Set civil tongues wagging
I learned a lesson today, which is to say I taught a lesson and unexpectedly learned something. And the people who taught me didn’t even know what they were teaching.
My Year 12s were discussing euthanasia as part of their religious studies A-level. “Could there ever be a reason to end someone’s life as a kindness?” I asked them.
“Yes, if they’ve asked for it,” one said. “It’s voluntary and it’s their life. Ending it when you want is…dignified.”
“And what about if it’s involuntary?” I asked. “What about ending the life of, say, someone in a permanent vegetative state?”
“It depends on whether you withdraw treatment or give them something to kill them,” said another student.
“But is consent necessary?”
“Not if they’re brain dead. Not if they’ll never recover.”
“What about babies that are severely disabled?” asked the first student. “They can’t consent. Should we kill them, too?” Her friend looked troubled.
“No…but…wait, maybe, if they were very young. Then it’s almost like abortion isn’t it?”
Another student said: “If you allow abortion up to 24 weeks, or later, what’s the difference between being inside and outside the mother? If the baby isn’t going to ever be aware, then maybe it’s kinder.”
“You’re basically saying that doctors should put them down like animals,” said the first student. “That’s like the film we watched, Sophie’s Choice.”
“Maybe you should allow abortion up to a limit of three months?” one student suggested.
“Why not four? What’s the difference?” I asked. “Why is a child different from an adult? Why is a disabled person different in this respect from an able-bodied person? What does Kant say about killing?”
And so it went on. It occurred to me that what we were engaging in was one of the greatest inventions since we first pulled ourselves out of the mud: the civil conversation. There we were, discussing abortion, one of the most sensitive topics imaginable, but no one was flipping out, demanding that a view be suppressed or claiming that their feelings had seniority over anyone else’s. The most extreme views were considered. But they were discussed as artefacts, not a sacred cow. No one stood up and chained themselves to anything in protest.
This is what people do when conversations are powerful and inspiring. We create virtual laboratories that exists in the peculiar communal telepathy called a discussion. In those laboratories we test ideas. And because they are only ideas, we can walk in the minefield unafraid.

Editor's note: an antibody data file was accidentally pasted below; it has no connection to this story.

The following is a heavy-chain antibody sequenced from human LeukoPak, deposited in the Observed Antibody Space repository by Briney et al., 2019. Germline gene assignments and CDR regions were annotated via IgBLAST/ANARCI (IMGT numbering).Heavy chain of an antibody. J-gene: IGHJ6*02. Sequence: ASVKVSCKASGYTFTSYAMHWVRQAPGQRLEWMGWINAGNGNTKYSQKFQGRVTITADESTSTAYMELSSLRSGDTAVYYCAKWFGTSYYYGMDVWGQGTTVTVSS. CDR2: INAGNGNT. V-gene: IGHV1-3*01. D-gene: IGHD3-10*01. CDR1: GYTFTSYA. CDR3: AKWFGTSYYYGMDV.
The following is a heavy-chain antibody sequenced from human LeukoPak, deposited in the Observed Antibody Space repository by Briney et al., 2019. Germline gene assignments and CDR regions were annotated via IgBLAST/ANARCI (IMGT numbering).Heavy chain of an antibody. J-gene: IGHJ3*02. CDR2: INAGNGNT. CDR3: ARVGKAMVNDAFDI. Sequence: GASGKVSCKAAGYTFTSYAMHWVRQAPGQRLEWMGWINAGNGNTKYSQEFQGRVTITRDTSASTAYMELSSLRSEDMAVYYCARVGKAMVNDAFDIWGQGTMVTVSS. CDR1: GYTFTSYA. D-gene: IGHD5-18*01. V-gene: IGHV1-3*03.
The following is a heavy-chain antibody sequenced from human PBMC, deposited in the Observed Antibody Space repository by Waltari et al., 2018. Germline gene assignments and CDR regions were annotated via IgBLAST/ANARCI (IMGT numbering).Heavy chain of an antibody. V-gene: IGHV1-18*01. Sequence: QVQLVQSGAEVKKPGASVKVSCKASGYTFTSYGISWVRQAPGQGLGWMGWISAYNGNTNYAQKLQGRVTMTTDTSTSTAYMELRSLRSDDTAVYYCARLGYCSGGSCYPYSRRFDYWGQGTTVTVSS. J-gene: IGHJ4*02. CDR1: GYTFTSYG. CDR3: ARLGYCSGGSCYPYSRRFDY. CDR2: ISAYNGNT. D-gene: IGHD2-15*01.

By the end of the debate, the students’ ideas had changed through exposure to others and, because of that, they had changed, too. They were different people from who they were when they walked into the classroom. Magic had happened, of a wonderful but everyday kind, as it does in every lesson where we build a fire, feed it with ideas and sit around it feeling the warmth.
I marvelled at the ability of these young pioneers to be unfazed by the magnitude of the topic they tackled; by the controversies and battles that their peers often face in a world where nothing can be discussed without setting off mousetraps and tripwires. I’m saddened to read about the censorship wars of some university campuses, where certain ideas are apparently too toxic to even be discussed. This, in places that were once great temples to debate and free speech – or free thought at least.
If an idea is unpalatable, then discuss it, and shine a light on why it is so. But ignorance is a weed that blossoms in the darkness; light kills it. Unpalatable views cannot be closed down by edict. They just go somewhere else. My class were doing a brilliant job of shining a light. And if they can get it right, so can we.
Tom Bennett is a secondary teacher in East London, director of the ResearchED conference and the government’s school behaviour expert @tombennett71